One Universal Christmas

THE Christmas season brings with it the spirit of rejoicing. In Luke's Gospel we read of the glad hosanna of the angels at the announcement of the birth of the infant Jesus: "And suddently there was with the angel a multitude of the heavenly host praising God, and saying, Glory to God in the highest, and on earth peace, good will toward men." So it has come to pass that since that glad day the Christmas morn has been ushered in with songs of rejoicing. At this season of the year all Christendom lays aside something of its gloom, its strife and perplexities, to enter more or less into the spirit of joy and gladness, of friendliness and generosity, in accord with the song of the angels which long ago thrilled the hearts of the shepherds with flood tides of peace and spiritual light.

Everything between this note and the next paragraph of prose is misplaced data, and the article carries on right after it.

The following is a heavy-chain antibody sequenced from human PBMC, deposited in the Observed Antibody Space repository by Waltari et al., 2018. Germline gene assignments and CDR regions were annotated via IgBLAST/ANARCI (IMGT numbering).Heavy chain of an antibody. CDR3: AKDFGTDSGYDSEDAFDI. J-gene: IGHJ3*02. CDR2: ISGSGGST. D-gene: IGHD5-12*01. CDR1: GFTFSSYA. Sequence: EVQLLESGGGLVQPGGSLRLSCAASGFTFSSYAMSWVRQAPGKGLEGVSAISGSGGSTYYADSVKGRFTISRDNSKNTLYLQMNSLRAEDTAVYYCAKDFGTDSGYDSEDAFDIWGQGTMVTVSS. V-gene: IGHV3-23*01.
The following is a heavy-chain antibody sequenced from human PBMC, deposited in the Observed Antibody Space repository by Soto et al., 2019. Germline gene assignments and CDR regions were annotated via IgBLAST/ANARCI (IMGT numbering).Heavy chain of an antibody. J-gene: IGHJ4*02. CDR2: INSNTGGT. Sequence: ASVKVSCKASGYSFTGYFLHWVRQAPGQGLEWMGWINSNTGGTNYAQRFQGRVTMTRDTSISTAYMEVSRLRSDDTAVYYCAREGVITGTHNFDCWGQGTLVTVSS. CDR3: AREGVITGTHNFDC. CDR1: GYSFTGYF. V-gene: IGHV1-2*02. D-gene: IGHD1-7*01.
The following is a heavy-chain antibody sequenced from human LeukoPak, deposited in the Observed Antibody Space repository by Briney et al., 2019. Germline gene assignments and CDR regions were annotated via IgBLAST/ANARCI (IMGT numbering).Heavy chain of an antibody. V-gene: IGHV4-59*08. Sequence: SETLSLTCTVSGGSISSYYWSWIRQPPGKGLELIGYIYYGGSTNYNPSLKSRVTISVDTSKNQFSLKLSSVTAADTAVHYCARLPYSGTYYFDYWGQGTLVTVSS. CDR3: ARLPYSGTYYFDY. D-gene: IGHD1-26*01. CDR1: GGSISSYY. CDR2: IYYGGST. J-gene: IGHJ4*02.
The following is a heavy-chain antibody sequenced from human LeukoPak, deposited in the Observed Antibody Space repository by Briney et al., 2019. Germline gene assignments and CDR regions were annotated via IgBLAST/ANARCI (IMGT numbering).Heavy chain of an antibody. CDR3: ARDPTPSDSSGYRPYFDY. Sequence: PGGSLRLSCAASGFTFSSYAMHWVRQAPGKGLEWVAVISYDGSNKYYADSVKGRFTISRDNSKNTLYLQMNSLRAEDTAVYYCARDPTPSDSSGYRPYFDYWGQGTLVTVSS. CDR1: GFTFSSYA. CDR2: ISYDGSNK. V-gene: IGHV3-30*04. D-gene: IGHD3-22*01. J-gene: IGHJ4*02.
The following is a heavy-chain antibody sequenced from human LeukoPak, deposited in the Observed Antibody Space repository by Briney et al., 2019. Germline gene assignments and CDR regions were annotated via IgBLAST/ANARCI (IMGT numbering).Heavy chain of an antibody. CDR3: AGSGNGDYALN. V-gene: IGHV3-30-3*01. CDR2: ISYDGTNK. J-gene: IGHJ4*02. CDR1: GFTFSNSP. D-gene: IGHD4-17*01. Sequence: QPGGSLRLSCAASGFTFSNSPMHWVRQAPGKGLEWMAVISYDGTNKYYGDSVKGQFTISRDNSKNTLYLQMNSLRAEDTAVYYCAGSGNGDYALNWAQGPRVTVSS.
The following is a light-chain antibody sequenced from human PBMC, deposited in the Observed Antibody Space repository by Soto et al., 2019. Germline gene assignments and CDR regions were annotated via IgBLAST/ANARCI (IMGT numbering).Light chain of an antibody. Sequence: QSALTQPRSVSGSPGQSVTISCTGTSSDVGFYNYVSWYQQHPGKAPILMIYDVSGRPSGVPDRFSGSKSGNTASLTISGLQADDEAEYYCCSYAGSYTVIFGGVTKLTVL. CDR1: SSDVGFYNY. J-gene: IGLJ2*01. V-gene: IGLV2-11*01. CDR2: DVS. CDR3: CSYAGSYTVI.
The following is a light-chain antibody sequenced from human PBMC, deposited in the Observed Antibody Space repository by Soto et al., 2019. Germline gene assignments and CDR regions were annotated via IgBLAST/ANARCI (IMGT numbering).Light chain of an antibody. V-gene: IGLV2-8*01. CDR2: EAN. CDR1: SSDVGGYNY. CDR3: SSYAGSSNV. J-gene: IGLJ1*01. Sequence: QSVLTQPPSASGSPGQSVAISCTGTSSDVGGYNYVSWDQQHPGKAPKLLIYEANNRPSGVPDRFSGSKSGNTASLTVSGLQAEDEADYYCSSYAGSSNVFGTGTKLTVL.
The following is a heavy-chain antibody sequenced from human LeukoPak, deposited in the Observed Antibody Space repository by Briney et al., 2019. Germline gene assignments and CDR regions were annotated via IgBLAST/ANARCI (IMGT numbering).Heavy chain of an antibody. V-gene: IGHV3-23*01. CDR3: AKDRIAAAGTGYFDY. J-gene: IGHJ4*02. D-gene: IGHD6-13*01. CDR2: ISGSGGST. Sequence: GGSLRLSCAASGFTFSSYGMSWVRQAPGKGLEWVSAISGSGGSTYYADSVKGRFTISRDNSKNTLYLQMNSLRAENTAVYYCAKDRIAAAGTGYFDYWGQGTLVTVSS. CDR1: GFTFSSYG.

With the birth of Jesus there was born in the hearts of men, feeble though it may have been at first, the desire for universal peace, for the universal brotherhood of men, for a greater love of good, and for a closer walk with God. We rejoice to know that the angels' song not only reverberated over the hills of Judea but has come echoing down the centuries since then, until in our day it has swelled into a grand chorus of achievement through the gift of God to all mankind as presented in the pages of "Science and Health with Key to the Scriptures" by Mary Baker Eddy.

In Isaiah we read, "Unto us a child is born, unto us a son is given: and the government shall be upon his shoulder: and his name shall be called Wonderful, Counsellor, The mighty God, The everlasting Father, The Prince of Peace." Wonderful, indeed, is His name! How gladly we open our hearts to welcome in this Prince of Peace—the Christ with its comforting message.

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"There was no room ... in the inn"
December 24, 1927

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